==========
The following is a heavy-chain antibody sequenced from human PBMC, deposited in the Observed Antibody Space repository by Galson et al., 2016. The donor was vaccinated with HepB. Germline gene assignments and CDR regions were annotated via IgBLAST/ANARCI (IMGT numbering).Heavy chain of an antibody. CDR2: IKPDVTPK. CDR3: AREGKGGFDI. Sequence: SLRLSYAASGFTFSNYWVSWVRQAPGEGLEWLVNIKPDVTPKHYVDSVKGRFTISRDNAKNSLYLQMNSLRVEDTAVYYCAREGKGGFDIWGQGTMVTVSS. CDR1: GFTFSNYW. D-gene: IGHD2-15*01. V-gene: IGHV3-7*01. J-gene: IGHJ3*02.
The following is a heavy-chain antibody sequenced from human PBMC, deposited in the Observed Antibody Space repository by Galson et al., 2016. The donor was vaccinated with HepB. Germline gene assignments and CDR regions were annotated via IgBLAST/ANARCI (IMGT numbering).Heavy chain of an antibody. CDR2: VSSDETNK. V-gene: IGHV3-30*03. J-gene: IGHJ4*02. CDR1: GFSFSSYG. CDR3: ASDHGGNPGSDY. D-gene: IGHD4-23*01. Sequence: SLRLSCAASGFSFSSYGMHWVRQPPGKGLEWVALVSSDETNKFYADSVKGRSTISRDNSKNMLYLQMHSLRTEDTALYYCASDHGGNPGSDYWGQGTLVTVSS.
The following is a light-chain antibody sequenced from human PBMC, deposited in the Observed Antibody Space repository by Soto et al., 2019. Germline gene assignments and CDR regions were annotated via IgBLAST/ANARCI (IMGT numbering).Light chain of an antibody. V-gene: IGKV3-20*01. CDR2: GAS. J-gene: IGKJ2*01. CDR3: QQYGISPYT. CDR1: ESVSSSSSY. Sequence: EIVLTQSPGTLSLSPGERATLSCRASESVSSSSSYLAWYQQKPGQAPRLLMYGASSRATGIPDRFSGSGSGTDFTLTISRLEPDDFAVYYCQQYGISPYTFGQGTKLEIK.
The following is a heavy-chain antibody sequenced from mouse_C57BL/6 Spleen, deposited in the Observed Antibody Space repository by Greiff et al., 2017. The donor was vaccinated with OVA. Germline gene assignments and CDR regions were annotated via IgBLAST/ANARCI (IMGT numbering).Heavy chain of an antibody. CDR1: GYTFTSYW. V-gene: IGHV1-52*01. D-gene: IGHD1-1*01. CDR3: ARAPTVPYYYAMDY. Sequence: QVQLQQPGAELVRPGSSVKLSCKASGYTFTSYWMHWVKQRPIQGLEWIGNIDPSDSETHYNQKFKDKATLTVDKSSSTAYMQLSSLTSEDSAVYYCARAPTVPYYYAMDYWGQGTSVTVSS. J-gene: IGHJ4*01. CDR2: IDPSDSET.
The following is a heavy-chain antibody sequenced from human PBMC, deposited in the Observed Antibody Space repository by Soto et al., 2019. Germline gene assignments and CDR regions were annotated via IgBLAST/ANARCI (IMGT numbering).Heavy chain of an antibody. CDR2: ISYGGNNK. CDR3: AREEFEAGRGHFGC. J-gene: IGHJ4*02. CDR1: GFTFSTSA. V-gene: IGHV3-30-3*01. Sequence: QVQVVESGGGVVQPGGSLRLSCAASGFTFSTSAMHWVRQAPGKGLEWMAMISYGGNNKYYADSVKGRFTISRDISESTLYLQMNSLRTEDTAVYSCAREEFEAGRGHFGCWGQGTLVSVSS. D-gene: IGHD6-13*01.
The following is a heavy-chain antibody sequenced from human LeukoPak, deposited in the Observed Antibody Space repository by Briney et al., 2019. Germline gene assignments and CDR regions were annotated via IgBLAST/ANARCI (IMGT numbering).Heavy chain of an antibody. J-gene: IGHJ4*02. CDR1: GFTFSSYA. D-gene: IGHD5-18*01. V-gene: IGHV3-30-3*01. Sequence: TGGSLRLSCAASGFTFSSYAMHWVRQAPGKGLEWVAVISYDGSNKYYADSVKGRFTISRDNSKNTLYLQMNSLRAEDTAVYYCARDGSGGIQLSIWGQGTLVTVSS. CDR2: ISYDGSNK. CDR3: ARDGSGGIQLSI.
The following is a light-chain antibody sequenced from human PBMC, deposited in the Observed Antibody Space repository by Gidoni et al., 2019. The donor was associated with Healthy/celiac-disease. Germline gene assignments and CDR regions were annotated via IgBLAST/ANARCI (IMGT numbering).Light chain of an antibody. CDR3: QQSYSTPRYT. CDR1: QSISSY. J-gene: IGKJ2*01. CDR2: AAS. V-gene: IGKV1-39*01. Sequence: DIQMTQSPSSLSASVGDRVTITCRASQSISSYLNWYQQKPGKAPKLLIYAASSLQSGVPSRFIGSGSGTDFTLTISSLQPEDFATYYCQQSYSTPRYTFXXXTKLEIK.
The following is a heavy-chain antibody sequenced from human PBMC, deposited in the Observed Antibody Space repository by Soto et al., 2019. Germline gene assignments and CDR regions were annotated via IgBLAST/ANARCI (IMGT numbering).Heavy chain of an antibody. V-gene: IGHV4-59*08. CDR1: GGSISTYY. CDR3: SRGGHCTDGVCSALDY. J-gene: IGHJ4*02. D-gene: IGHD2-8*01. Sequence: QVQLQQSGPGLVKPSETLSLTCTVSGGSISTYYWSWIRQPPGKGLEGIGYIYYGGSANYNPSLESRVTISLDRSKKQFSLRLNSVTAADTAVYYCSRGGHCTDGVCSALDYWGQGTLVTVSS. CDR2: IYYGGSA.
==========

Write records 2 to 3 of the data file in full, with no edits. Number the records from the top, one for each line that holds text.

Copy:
The following is a heavy-chain antibody sequenced from human PBMC, deposited in the Observed Antibody Space repository by Galson et al., 2016. The donor was vaccinated with HepB. Germline gene assignments and CDR regions were annotated via IgBLAST/ANARCI (IMGT numbering).Heavy chain of an antibody. CDR2: VSSDETNK. V-gene: IGHV3-30*03. J-gene: IGHJ4*02. CDR1: GFSFSSYG. CDR3: ASDHGGNPGSDY. D-gene: IGHD4-23*01. Sequence: SLRLSCAASGFSFSSYGMHWVRQPPGKGLEWVALVSSDETNKFYADSVKGRSTISRDNSKNMLYLQMHSLRTEDTALYYCASDHGGNPGSDYWGQGTLVTVSS.
The following is a light-chain antibody sequenced from human PBMC, deposited in the Observed Antibody Space repository by Soto et al., 2019. Germline gene assignments and CDR regions were annotated via IgBLAST/ANARCI (IMGT numbering).Light chain of an antibody. V-gene: IGKV3-20*01. CDR2: GAS. J-gene: IGKJ2*01. CDR3: QQYGISPYT. CDR1: ESVSSSSSY. Sequence: EIVLTQSPGTLSLSPGERATLSCRASESVSSSSSYLAWYQQKPGQAPRLLMYGASSRATGIPDRFSGSGSGTDFTLTISRLEPDDFAVYYCQQYGISPYTFGQGTKLEIK.